Much of the work on the stomatin family has concentrated on a group of C. elegans proteins that were identified in a screen to identify touch-insensitive mutants . With this in mind, we wanted to construct a comprehensive phylogeny of invertebrate stomatins. Within invertebrates it is evident that a large number of gene duplication events have occurred. Constructing a single phylogeny of all invertebrate slipin sequences proved problematic due to a large number of long-branched, species-specific paralogues. To overcome this problem, smaller phylogenies of closely related taxa were first constructed to identify orthologous groups; these were subsequently combined to give the phylogeny in Figure 4. Ciona intestinalis sequences were included to allow comparison with Figure 5, whilst cnidarian sequences were used to root this phylogeny. Within Figure 4 we see two main clusters. One such group contains arthropods, annelids, the mollusc Lottia gigantea and the nematode C. elegans, and we tentatively name this group protostome stomatin as a consequence of it members and short branch lengths, despite the low bootstrap for this clade. The other group concerns only arthropods and appears much more divergent than protostome stomatin, but nevertheless recovers the same insect phylogeny; this group we have named slipin-4.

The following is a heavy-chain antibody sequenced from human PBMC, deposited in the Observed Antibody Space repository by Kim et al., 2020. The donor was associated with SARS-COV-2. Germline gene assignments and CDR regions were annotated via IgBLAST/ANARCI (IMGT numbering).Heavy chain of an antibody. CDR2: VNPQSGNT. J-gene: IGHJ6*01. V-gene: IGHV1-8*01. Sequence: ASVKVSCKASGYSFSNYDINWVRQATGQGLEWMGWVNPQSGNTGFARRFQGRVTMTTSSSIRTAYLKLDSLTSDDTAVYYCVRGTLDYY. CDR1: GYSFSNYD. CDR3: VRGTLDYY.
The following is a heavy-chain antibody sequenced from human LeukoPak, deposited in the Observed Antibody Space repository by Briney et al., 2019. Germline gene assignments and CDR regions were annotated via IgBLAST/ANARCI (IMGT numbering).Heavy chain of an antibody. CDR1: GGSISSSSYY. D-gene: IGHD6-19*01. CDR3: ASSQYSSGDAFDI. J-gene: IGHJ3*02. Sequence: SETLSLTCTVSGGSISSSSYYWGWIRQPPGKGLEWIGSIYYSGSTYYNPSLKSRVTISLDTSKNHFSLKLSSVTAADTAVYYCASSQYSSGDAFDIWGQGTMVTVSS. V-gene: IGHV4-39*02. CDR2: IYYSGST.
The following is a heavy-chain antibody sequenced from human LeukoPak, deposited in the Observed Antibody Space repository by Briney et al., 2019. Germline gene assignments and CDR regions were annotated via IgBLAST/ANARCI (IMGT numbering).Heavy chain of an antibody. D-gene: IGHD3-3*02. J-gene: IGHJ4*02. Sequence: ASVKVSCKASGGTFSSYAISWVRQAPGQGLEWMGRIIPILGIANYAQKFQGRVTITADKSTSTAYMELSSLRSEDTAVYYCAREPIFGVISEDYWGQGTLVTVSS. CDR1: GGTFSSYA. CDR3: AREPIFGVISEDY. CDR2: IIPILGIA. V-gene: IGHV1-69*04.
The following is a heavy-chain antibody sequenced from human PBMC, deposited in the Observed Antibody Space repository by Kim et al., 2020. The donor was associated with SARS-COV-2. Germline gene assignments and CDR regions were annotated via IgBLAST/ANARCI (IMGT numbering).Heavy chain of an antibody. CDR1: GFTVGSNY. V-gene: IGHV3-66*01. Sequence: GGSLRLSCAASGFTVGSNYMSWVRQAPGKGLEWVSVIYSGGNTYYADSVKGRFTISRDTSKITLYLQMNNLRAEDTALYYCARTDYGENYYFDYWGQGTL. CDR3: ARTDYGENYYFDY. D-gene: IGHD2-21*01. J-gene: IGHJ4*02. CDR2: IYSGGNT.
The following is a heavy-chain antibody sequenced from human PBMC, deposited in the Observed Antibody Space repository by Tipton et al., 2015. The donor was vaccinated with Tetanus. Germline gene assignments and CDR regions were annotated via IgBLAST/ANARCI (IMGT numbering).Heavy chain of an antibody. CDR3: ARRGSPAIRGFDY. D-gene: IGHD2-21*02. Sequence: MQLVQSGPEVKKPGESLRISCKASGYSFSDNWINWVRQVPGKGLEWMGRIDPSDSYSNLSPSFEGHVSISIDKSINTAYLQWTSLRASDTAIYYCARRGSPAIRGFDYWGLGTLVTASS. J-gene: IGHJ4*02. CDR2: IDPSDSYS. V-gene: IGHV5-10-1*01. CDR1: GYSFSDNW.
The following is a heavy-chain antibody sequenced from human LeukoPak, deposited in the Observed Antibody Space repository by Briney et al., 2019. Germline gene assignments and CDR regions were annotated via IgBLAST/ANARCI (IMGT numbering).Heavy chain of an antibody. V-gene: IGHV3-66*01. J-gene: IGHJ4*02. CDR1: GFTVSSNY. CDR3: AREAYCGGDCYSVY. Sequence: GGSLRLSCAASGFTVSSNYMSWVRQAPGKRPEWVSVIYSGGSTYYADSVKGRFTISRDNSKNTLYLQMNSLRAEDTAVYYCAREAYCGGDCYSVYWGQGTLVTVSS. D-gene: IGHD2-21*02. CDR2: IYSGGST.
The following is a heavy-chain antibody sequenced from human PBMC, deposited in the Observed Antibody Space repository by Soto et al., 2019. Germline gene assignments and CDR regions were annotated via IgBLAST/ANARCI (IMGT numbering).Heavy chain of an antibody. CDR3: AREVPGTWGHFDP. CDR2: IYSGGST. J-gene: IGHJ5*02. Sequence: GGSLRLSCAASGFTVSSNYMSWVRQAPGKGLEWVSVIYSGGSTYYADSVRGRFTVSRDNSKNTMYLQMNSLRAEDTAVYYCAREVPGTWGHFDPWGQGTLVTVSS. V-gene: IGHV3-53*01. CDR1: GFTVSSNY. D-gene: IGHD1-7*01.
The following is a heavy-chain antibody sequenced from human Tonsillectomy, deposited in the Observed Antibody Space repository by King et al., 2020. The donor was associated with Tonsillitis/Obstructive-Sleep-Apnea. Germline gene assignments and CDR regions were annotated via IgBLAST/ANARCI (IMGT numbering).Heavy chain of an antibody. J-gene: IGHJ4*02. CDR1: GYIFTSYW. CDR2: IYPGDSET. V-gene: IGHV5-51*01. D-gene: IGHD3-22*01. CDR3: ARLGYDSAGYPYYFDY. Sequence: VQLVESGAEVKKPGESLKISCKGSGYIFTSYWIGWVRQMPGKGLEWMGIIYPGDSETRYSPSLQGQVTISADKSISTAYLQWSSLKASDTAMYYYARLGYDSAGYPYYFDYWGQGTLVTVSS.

From Figure 1 it was apparent that many stomatin subfamilies arose within the vertebrate lineage. To try to understand the origin and evolution of vertebrate sequences, two separate phylogenies were constructed and are shown in Figure 5. The first phylogeny was based on an alignment of chordate and echinoderm sequences, and this was rooted with slipin-4 and protostome stomatin sequences. Although poorly supported, chordate and protostome sequences form separate groups.
To gain more information about the duplication events that occurred within the vertebrate portion of our tree, a vertebrate-specific phylogeny were constructed that allowed for a longer alignment (Figure 5, shaded box). Stomatin sequences from the echinoderm Strongylocentrotus purpuratus and the urochordate Ciona intestinalis were included so that an approximate time frame for the origin of these subfamilies could be established. The vertebrate-specific phylogeny recovers the same topology as seen if slipin-4 and protostome sequences are included but, in addition, provides strong support (87 %) for the monophyly of vertebrate subfamilies with the Ciona intestinalis sequences forming the sister group. Within vertebrates there are three well-supported monophyletic groups. Podocin proteins form the most basal vertebrate group and are clearly quite divergent from the other subfamilies, as judged by their long branch. The other two clades group stomatin and slipin-3 proteins into two well-resolved clusters. In each case the three clades support congruent phylogenies, although not all vertebrates were found to have all proteins (Table 1). However, recently derived paralogues may be substituting for the function of missing genes.